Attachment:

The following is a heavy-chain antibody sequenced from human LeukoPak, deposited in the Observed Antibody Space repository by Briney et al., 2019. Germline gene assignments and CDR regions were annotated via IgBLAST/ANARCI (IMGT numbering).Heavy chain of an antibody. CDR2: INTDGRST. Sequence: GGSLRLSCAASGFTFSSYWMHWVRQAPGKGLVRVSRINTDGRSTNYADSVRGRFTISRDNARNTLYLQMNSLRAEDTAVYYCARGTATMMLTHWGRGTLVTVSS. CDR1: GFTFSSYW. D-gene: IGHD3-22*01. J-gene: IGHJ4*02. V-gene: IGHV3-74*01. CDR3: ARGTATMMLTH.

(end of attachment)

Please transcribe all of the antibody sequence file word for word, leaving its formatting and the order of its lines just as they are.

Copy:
The following is a heavy-chain antibody sequenced from human LeukoPak, deposited in the Observed Antibody Space repository by Briney et al., 2019. Germline gene assignments and CDR regions were annotated via IgBLAST/ANARCI (IMGT numbering).Heavy chain of an antibody. CDR2: INTDGRST. Sequence: GGSLRLSCAASGFTFSSYWMHWVRQAPGKGLVRVSRINTDGRSTNYADSVRGRFTISRDNARNTLYLQMNSLRAEDTAVYYCARGTATMMLTHWGRGTLVTVSS. CDR1: GFTFSSYW. D-gene: IGHD3-22*01. J-gene: IGHJ4*02. V-gene: IGHV3-74*01. CDR3: ARGTATMMLTH.